El Niño Lagging Behind, Could Come in September – Australia
By Esther Tanquintic-Misa | June 18, 2014 3:14 PM EST
From an initial July impact forecast, the Australia's Bureau of Meteorology announced the El Niño weather phenomenon seemed to lag behind and might probably develop by September, even as it saw a deceleration in Pacific Ocean warming associated with the weather pattern.
A worker unloads a sack of rice at the central rice market in Jakarta in this November 20, 2012 file photo. Indonesia could more than double its rice imports this year to keep domestic food prices stable as an election looms and with a possible El Nino weather pattern on the horizon, industry officials and analysts said. Picture taken November 20, 2012. REUTERS/Enny Nuraheni/Files (INDONESIA - Tags: BUSINESS FOOD)
The bureau said ocean warming had eased off in recent weeks, which runs contradictory to previous El Niño events when temperatures continued to rise.
"Warming of the tropical Pacific Ocean over the past several months has primed the climate system for an El Niño in 2014," Australia's weather bureau said. "However, in the absence of the necessary atmospheric response, warming has leveled off in recent weeks."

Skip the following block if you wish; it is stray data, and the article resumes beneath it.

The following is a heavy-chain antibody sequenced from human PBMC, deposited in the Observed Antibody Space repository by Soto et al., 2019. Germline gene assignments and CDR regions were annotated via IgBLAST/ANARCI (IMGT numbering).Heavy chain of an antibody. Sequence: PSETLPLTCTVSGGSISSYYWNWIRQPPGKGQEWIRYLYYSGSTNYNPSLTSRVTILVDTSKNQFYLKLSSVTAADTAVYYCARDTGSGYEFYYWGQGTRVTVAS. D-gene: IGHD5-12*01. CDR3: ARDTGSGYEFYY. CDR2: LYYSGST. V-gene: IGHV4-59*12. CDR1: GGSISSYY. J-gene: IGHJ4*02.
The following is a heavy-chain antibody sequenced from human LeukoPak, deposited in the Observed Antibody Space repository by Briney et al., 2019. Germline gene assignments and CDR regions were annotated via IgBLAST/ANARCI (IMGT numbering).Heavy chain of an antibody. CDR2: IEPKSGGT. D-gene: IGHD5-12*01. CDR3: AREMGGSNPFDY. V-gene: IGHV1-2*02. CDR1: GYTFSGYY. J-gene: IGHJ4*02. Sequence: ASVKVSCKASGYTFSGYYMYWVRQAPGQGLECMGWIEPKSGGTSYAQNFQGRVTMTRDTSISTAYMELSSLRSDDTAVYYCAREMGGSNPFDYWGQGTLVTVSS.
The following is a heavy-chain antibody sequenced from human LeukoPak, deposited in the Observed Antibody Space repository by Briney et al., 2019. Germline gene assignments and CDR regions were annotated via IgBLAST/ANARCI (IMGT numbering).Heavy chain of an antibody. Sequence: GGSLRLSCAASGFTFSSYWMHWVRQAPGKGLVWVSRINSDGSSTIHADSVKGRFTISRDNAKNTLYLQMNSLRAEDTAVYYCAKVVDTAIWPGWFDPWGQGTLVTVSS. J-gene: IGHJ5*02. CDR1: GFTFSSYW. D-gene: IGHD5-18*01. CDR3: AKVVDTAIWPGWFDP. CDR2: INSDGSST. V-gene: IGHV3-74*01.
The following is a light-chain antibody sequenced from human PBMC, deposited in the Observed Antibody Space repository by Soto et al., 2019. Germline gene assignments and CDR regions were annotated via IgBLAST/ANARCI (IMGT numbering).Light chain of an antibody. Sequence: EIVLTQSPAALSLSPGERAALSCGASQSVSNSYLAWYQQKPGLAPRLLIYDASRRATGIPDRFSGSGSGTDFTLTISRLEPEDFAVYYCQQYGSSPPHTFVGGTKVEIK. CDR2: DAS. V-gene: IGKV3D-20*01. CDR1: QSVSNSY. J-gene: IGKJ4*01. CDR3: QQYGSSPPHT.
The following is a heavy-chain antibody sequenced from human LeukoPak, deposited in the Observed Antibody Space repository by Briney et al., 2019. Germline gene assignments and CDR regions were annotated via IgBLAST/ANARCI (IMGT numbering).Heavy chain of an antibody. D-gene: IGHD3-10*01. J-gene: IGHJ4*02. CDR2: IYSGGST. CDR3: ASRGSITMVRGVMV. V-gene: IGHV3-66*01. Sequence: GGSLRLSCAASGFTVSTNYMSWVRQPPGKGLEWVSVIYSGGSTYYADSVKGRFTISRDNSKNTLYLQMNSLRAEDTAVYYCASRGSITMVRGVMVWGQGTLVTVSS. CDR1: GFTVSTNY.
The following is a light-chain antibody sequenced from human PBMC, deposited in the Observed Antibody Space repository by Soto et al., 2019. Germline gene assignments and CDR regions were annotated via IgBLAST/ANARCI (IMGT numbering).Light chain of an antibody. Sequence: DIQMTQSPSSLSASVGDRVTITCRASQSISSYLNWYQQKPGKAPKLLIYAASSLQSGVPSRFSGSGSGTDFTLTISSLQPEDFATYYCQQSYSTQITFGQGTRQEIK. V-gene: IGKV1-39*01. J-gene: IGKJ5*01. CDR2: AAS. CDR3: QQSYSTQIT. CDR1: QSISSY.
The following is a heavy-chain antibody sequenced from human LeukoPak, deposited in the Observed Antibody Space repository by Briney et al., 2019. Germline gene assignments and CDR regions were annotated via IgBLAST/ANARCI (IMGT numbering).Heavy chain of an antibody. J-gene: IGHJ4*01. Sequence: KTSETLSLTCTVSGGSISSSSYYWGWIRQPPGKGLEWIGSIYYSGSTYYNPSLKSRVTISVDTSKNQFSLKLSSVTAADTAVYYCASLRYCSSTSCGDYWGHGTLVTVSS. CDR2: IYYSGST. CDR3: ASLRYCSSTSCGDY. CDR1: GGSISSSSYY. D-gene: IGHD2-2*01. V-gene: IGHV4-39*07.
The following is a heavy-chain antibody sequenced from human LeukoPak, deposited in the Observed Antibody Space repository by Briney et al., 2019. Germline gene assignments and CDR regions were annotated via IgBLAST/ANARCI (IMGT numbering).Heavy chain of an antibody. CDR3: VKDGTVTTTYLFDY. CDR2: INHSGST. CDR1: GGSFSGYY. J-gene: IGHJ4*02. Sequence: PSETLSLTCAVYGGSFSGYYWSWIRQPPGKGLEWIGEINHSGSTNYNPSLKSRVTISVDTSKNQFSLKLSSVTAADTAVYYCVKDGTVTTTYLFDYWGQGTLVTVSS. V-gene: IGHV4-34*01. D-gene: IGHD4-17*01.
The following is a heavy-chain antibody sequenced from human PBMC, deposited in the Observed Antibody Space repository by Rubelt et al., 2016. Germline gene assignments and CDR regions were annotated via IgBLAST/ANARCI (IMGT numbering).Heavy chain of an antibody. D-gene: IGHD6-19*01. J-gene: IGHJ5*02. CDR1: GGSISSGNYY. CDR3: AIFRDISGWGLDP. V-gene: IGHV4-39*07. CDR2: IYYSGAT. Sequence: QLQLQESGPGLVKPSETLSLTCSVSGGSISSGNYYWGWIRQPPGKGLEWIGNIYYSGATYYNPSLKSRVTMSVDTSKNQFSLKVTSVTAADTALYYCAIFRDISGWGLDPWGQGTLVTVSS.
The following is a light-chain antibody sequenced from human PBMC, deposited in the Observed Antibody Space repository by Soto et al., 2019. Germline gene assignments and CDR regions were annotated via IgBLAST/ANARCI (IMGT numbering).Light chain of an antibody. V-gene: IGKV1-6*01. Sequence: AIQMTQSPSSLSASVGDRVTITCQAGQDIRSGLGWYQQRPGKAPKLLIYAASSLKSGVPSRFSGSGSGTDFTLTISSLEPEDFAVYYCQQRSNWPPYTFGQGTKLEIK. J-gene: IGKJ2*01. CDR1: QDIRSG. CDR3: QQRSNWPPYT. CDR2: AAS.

Andrew Watkins, Supervisor Climate Prediction at the Australian Bureau of Meteorology, told Reuters the occurrence of the 2014 El Niño remained "likely."
"The recent observations may suggest a later El Niño and it has perhaps reduced the chance of very strong El Niño like we saw in 1997/1998."
El Niño forms when waters in the eastern Pacific turn extraordinarily warm compared with the west, stalling or reversing the easterly trade winds, the Courier said. When this happens, droughts and bushfires in Australia and east Asia could be expected while countries bordering the eastern Pacific suffer from heavy rains and floods.
The last El Niño the world experienced was from 2009 to 2010. The Pacific has been in its cooler state, called La Niña, or neutral since then.
"The odds of having a very strong event have probably eased somewhat (from readings in April and May)," Watkins said. "But it (still) can't be ruled out," he stressed, noting sub-surface temperatures in the Pacific at 100 metres deep continue to run at 5 degrees above normal.
Surface temperatures remain likewise 1-2 degrees above normal for much of the equatorial ocean.
September is the start of spring season in Australia. It ends through November.
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